As much as we think they might, NFL players typically don’t sulk or cower in corners sucking their thumbs for days after a humiliating loss. Not even when they lose 38-7 at home four days before having to play a 10-2 Cardinals team in Arizona.
“If it wasn’t a challenge, half of us wouldn’t even be here right now,” Vikings defensive lineman Sharrif Floyd said Monday as the Vikings turned quickly from Sunday’s loss to Seattle. “More of these guys like the fight than we do going into an easy game. If it was easy, the pizza man would be doing it.”
Somewhere, a pizza man just became motivated by all his doubters. Meanwhile, the Vikings seemed ready to flush their worst game of the season and move on as 8-4 co-leaders of the NFC North. (If it helps, somewhere in New England the Patriots were still explaining a home loss to the Eagles).
“We’ve got no choice,” Floyd said. “Thursday game. Getting ready for Arizona.”
Floyd was asked if he’s glad the Vikings play on Thursday. Never mind that whole body-healing process that could sideline four defensive starters against an offense that ranks No. 1 in yards (419.5) and points scored (31.8).
Are you ready for some football?!!
Actually, probably not.
“I’m not glad it’s a short week,” Floyd said. “I’d rather play these boys on Sunday. But what can you do? So we’re going to get ready.”
The Vikings played Sunday’s entire game without two defensive starters: nose tackle Linval Joseph (foot) and strong safety Andrew Sendejo (knee). Two more starters — linebacker Anthony Barr (groin) and free safety Harrison Smith (hamstring) — missed all but Seattle’s first series and part of the second series. There’s little to suggest Joseph, Barr and Smith will be able to make the quick turnaround for a Thursday nighter.
Monday, the Vikings practiced without seven players, including all four safeties on their 53-man roster. Not practicing were Barr, Joseph and linebacker Brandon Watts (ribs); and safeties Smith, Sendejo, Antone Exum (who fractured a rib and suffered a shoulder injury Sunday) and Robert Blanton (knee).
The urge is to write the Vikings off after Sunday’s game. After all:
• The No. 1-ranked running game mustered only 31 yards. Adrian Peterson questioned his season-low eight carries in a disjointed, 125-yard attack that was limited by two third-down conversions and only 48 snaps.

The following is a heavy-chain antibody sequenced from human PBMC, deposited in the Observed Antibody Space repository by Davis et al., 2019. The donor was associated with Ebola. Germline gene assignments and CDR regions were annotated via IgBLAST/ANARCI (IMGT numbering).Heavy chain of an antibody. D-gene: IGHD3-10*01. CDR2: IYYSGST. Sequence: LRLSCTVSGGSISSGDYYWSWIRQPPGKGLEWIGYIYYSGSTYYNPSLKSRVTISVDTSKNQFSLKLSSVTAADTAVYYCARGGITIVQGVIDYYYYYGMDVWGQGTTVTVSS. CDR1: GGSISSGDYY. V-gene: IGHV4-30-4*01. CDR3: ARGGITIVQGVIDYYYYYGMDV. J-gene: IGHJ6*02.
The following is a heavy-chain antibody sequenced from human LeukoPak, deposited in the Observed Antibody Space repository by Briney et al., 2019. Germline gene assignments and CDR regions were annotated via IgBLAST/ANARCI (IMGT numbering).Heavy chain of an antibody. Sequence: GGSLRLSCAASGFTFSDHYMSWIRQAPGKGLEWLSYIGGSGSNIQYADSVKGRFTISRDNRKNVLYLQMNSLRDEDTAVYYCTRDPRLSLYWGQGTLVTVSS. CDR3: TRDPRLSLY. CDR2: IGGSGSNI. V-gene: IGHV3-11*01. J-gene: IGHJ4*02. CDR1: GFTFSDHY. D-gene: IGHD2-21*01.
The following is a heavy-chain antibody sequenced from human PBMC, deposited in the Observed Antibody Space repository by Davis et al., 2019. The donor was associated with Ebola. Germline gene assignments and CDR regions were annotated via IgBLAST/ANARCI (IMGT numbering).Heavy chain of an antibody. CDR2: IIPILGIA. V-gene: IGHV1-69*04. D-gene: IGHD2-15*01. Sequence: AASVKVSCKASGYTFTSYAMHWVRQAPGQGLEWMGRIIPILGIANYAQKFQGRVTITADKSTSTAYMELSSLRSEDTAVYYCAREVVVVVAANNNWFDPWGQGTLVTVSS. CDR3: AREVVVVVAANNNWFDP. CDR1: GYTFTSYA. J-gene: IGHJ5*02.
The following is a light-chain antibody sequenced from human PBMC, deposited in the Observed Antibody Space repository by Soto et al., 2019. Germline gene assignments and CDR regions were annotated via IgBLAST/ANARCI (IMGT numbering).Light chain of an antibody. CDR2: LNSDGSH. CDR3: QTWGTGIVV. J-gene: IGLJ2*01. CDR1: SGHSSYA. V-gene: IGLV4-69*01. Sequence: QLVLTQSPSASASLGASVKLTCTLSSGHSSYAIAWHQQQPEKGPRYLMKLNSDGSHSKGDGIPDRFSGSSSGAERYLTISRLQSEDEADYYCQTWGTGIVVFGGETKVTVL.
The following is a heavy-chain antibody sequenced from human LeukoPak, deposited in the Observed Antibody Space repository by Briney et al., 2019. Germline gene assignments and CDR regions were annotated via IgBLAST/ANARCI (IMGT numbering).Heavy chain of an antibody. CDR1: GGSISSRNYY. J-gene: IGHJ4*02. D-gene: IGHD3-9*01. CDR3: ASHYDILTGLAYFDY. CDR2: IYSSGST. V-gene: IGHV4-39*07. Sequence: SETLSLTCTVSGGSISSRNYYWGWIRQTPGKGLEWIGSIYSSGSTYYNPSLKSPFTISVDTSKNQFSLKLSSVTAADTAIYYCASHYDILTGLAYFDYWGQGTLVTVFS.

• Teddy Bridgewater’s worst pass of the season was intercepted, ending the competitive part of the game before halftime. Bridgewater had a clean pocket, a harmless four-man rush and an NFL window through which to hit Stefon Diggs. But he overthrew the ball so badly that safety Earl Thomas was able to settled under it five yards behind Diggs.
• The undermanned defense gave up 173 yards rushing and caused Russell Wilson to throw only six incompletions with three touchdowns, no turnovers and a 146.0 passer rating.
The Vikings probably aren’t a Super Bowl team. But don’t let Sunday’s debacle quash all hope.
For starters, getting to and winning a Super Bowl doesn’t require sustained greatness. Good teams that get hot and healthy at the right time have gone to Super Bowls and even won them.
In December 2006, the Colts’ run defense gave up 375 yards and four touchdowns Jacksonville. Two months later, Indianapolis won the Super Bowl.
In 2005, the Steelers were 7-5 and looking at four elimination games. They won eight straight, including the Super Bowl as the AFC’s sixth seed. Five years later, the Packers won the Super Bowl as the NFC’s sixth seed.
In 2011, the Giants lost four in a row and were 6-6 when they gave up 49 points at New Orleans. They went 9-7 and won the Super Bowl.
In 2008, Arizona lost 35-14 at home to the Vikings. They lost 47-7 at New England and 56-35 at the Jets. They won the NFC.
In 2007, the Giants started 0-2 with a 35-13 loss to the Packers. They won the Super Bowl.
NFL players get used to the wild swings, knowing that it happens to every team. “You have to be able to move on, move ahead and understand that there’s another team coming to do what everybody else wants to do: Take advantage of us,” Floyd said.
Coaches don’t struggle to move on either. Vikings coach Mike Zimmer slept in his office Sunday night and was up working at 4:30 Monday morning.
“It’s a week-to-week deal,” Zimmer said. “Things change in one week. Last week, everyone thought we were great when we beat Atlanta; this week, everybody thinks” the Vikings stink.
“Let’s just move forward and go on. I know one thing: Five teams have a better record than us in the NFL. So that ain’t bad.”
Mark Craig firstname.lastname@example.org